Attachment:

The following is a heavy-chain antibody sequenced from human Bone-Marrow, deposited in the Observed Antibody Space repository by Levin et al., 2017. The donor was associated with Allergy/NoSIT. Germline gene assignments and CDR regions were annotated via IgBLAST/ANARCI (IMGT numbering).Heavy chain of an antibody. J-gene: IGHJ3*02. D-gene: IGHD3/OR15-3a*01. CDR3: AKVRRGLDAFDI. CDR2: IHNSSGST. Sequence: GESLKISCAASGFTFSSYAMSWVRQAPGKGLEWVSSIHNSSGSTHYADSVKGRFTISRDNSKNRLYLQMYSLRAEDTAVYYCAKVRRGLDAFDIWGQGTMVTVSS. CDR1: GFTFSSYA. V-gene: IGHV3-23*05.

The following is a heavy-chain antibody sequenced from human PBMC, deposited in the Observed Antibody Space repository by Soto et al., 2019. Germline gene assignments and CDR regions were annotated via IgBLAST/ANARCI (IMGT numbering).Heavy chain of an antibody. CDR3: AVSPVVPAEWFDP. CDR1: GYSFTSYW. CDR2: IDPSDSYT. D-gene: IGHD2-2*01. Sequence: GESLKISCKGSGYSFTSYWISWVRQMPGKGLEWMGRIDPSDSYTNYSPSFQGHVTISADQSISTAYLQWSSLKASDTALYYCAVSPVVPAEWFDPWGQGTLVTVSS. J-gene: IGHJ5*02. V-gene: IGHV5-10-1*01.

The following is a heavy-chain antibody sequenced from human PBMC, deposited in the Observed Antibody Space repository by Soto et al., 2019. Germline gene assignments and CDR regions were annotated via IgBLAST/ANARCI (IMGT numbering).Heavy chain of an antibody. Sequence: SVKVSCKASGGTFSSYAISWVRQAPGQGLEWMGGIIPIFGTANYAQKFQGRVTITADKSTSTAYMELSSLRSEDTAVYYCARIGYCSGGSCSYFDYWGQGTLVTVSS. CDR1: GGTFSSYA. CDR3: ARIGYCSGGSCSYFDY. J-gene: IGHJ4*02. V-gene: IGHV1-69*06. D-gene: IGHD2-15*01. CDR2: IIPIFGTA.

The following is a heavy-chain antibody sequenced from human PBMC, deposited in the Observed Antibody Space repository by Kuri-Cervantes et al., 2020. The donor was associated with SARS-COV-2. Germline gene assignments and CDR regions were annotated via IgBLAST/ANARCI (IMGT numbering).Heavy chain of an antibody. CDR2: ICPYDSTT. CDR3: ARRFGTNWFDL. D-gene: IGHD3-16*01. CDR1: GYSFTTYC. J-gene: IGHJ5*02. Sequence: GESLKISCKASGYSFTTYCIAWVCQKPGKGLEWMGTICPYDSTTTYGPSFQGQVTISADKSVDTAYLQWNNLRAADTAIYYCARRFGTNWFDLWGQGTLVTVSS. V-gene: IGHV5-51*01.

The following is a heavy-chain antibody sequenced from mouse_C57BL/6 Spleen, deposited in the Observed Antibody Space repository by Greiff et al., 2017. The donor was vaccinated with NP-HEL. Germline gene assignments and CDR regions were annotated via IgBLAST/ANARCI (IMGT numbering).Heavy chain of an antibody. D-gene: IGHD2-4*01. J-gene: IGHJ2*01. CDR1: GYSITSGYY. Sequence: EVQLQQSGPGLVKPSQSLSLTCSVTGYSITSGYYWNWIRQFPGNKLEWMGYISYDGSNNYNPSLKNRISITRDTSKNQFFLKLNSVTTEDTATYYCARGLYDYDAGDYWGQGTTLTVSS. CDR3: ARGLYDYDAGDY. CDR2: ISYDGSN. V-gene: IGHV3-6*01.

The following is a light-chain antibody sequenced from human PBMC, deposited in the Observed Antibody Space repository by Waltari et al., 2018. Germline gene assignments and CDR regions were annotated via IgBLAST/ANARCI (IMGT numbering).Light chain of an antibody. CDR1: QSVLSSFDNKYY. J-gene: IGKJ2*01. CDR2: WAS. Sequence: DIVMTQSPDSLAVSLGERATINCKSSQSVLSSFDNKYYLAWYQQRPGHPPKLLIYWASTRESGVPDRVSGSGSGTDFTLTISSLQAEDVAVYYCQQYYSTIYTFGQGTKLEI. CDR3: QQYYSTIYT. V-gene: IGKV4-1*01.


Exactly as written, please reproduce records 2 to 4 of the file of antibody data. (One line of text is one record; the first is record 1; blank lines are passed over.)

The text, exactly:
The following is a heavy-chain antibody sequenced from human PBMC, deposited in the Observed Antibody Space repository by Soto et al., 2019. Germline gene assignments and CDR regions were annotated via IgBLAST/ANARCI (IMGT numbering).Heavy chain of an antibody. CDR3: AVSPVVPAEWFDP. CDR1: GYSFTSYW. CDR2: IDPSDSYT. D-gene: IGHD2-2*01. Sequence: GESLKISCKGSGYSFTSYWISWVRQMPGKGLEWMGRIDPSDSYTNYSPSFQGHVTISADQSISTAYLQWSSLKASDTALYYCAVSPVVPAEWFDPWGQGTLVTVSS. J-gene: IGHJ5*02. V-gene: IGHV5-10-1*01.

The following is a heavy-chain antibody sequenced from human PBMC, deposited in the Observed Antibody Space repository by Soto et al., 2019. Germline gene assignments and CDR regions were annotated via IgBLAST/ANARCI (IMGT numbering).Heavy chain of an antibody. Sequence: SVKVSCKASGGTFSSYAISWVRQAPGQGLEWMGGIIPIFGTANYAQKFQGRVTITADKSTSTAYMELSSLRSEDTAVYYCARIGYCSGGSCSYFDYWGQGTLVTVSS. CDR1: GGTFSSYA. CDR3: ARIGYCSGGSCSYFDY. J-gene: IGHJ4*02. V-gene: IGHV1-69*06. D-gene: IGHD2-15*01. CDR2: IIPIFGTA.

The following is a heavy-chain antibody sequenced from human PBMC, deposited in the Observed Antibody Space repository by Kuri-Cervantes et al., 2020. The donor was associated with SARS-COV-2. Germline gene assignments and CDR regions were annotated via IgBLAST/ANARCI (IMGT numbering).Heavy chain of an antibody. CDR2: ICPYDSTT. CDR3: ARRFGTNWFDL. D-gene: IGHD3-16*01. CDR1: GYSFTTYC. J-gene: IGHJ5*02. Sequence: GESLKISCKASGYSFTTYCIAWVCQKPGKGLEWMGTICPYDSTTTYGPSFQGQVTISADKSVDTAYLQWNNLRAADTAIYYCARRFGTNWFDLWGQGTLVTVSS. V-gene: IGHV5-51*01.